Focus. Just focus.
I’ve said it to myself countless times during a race–slowly and calming–before the voice digresses further.
Maybe you should just slow down now. Why do you want to run this anyway? It’s just a race, who cares, slow down! It’s uncomfortable. … Let’s get back to comfortable.
If I wanted to be comfortable, why did I choose the very sport in which success relies directly on my ability to handle discomfort?
And why, then, did I continue to line up at races only to walk away upset with myself for holding back, for giving up, for seeking comfort?
I needed to learn to suffer. And running was primed and ready to teach me. I just wasn’t listening.
After a particularly miserable sulk following a particularly miserable race, I was on my back, draped over a bolster with my knees splayed out (my most favorite yoga pose in the world; it’s verrry comfortable), contemplating my running history up until that moment.
Ugh! It was riddled with stops and starts and all-over-the-place training that seemed to lead into a confusing and directionless cyclone. It all seemed so haphazard. So, um noncommittal.
I started writing down my training and sending it to a coach–somebody had to hold me accountable! I remember sending him one particular good week (or so I thought). I proudly wrote up a little ditty about how that week was so great, and I was so proud of my progress, etc., etc. The response? One line: “Your training is all over the place.”
How could it be? Could my most focused week truly be an indication of how off kilter the rest of my running life had been?
Turns out, yes, yes it can.
I’d vehemently justified my casual approach to what I thought was dedicated training by pointing out my diversified interests. I prided myself on my ability to live in the moment with playful spontaneity. And yet, my spontaneity was nothing more than a lack of dedication to the here and now. It was a brazen denial of being in the moment of the very thing I needed to work on: pushing myself through the mental and physical pain running creates.
More than that, though, I was spread too thin. I was wishy-washy. I lacked focus. Ah, I lacked discipline.
I’d traversed discipline, I thought. I used to be 92 pounds and microscopically tuned into my every step and bite. I didn’t want to go back. Discipline was lonely. Discipline was miserable.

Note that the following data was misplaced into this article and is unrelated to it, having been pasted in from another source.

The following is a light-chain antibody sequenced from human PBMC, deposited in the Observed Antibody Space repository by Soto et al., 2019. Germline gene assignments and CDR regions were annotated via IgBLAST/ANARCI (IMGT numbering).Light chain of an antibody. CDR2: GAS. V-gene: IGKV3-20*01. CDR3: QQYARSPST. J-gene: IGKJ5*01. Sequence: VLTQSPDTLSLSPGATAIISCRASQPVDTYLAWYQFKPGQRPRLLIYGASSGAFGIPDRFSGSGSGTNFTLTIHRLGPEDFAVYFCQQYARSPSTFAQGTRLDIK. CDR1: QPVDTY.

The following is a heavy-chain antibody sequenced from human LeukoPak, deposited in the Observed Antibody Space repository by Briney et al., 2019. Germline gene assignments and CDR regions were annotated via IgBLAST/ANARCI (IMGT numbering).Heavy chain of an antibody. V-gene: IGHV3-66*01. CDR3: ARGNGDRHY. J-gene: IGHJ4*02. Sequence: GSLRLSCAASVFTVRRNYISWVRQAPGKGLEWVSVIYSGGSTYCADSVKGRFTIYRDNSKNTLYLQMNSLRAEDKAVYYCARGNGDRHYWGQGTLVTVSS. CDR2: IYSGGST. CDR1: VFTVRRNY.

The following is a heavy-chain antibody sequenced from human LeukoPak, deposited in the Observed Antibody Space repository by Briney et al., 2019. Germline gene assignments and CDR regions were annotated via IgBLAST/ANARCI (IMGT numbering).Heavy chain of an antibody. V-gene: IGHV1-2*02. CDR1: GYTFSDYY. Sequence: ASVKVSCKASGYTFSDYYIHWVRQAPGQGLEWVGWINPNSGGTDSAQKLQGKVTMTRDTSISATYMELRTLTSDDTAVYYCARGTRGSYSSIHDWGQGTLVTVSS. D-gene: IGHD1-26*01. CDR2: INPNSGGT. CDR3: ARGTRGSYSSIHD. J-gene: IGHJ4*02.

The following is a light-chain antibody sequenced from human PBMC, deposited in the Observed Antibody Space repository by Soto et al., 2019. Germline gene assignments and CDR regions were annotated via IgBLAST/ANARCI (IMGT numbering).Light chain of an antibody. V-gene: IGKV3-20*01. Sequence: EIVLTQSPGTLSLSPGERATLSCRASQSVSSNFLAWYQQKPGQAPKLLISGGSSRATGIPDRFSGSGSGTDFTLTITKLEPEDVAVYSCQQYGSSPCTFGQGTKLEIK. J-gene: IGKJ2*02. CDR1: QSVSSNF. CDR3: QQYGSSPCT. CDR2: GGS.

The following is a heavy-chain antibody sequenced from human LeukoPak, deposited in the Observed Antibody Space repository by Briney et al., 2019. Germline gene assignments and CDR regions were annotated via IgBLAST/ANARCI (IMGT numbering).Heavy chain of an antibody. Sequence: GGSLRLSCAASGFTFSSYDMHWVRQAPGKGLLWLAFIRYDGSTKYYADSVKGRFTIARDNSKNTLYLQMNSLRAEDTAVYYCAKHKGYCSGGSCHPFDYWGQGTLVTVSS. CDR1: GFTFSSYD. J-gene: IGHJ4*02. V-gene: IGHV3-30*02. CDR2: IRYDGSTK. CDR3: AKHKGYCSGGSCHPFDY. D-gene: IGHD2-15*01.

In truth, my definition of discipline was more like all-consuming madness all dressed up like discipline.
Real, get-shit-done discipline has invigorating bouts of freedom. In fact, a far wiser friend than me recently said: “There is so much freedom in discipline.”
Think about that. Feels like a nice, cool, breeze of fresh air, right? It feels like an open sky with big, bright sunshine.
But that doesn’t mean it’s easy. Discipline is hard. It takes effort. And consistency. And some amount of pillowy softness with yourself to have forgiveness when you mess up. Because you will mess up. And how you handle that mess up, well that’s discipline, too!
Because let’s face it. Life is hard. But recognizing that life is hard doesn’t mean that it’s not simultaneously unbelievable. Just like running.
And nothing worth doing is easy.
Just like nothing truly deep-down-in-the-soul freeing comes without discipline.
When I dig deep, when I really except what I have chosen to do–run a race, push hard in a workout, complete a training plan, even fully soak up a day off without regret–the suffering subsides a little bit, and the view opens. And then running, like life, feels easier.
Acceptance makes it easier.
Focus makes it tolerable.
Discipline makes it happen.
All the uncomfortable obstacles we face along the way are just us facing ourselves. And isn’t that everything in life–a reflection of what we need to learn? And running turns out is the perfect mirror. After all, it’s only us looking back in at ourselves mile after mile.